The status of Somali women in their society is neither new nor a fully sorted one. Most of us who advocate for and support women’s rights in Somalia can attest that gender mainstreaming in Somalia is a taboo subject; despite the fact that Somali women have shaped a vibrant national network of women’s social and humanitarian organizations in response to the devastating impact of twenty-five years of inadequate government and institutions. While women of Somalia have been successful in managing social issues, they have been stone-walled on the political, leadership and decision-making front. Somalis are aware of the infamous 30% quota for women in Somalia’s Parliament, which later produced only 14% members nationwide. Somali society in general and males in particular, will confirm the unblemished commitment of Somali women with regards to their families and country. In addition, Somalis of all ages will agree that women are crucial to the country’s development; yet when it comes to participation in the decision-making process, the acknowledgement and testimonials seem to evaporate into a thin air, and women are excluded.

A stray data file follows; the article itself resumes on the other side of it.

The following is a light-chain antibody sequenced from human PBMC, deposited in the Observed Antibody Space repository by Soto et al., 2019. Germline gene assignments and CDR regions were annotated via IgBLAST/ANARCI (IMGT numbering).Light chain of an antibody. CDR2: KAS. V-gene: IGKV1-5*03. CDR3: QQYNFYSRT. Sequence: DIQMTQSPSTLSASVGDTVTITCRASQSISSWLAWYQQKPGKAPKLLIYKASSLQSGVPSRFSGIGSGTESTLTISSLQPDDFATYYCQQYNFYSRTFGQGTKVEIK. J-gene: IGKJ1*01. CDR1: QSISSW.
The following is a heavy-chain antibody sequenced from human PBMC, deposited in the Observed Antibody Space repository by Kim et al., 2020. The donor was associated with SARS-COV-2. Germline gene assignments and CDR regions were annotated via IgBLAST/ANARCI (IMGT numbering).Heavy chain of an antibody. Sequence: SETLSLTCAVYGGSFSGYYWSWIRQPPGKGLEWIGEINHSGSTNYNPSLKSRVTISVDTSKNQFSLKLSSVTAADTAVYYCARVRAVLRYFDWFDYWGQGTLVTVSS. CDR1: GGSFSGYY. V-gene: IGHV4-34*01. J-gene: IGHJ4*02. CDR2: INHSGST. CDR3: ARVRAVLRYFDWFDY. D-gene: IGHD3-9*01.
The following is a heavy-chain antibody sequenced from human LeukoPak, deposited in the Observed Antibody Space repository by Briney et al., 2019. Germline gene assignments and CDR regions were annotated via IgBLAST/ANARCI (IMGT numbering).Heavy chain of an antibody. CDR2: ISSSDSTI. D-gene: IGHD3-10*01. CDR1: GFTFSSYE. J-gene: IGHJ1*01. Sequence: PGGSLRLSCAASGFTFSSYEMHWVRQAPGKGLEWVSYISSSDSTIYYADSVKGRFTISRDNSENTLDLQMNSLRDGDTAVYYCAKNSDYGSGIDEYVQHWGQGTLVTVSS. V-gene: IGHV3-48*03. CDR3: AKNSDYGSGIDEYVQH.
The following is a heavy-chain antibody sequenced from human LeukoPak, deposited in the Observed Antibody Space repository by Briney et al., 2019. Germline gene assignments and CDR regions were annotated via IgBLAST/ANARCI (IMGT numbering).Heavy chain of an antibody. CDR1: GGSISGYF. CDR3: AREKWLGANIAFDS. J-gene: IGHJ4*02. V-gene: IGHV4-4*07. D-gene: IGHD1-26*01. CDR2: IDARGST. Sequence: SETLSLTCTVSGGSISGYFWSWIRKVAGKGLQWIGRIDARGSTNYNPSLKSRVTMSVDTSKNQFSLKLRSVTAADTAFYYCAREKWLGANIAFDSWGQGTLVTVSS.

A greater inclusion of educated Somalia women in the country’s affairs can facilitate much needed resources for Somalia’s rebuilding effort while narrowing the gap between women and men in terms of access to decision-making authority and political power. More significantly, however, it will help reshape the broader perception of women in this patriarchal society with its underlying bias against women. As L. Beaman et.al, illustrated, in their 2007 report for UNICEF: The State of The World Children, when women are empowered as political leaders, countries experience higher standards of living, and positive developments can be seen in education, infrastructure and health’. “Somali women today are well-educated and constitute an ever burgeoning portion of the talent pool available within the country. To not fully utilize Somali women’s talents will hinder the country’s future competitiveness." http://www.hiiraan.ca/op4/2012/oct/26286/somalia_let_s_talk_about_women.aspx,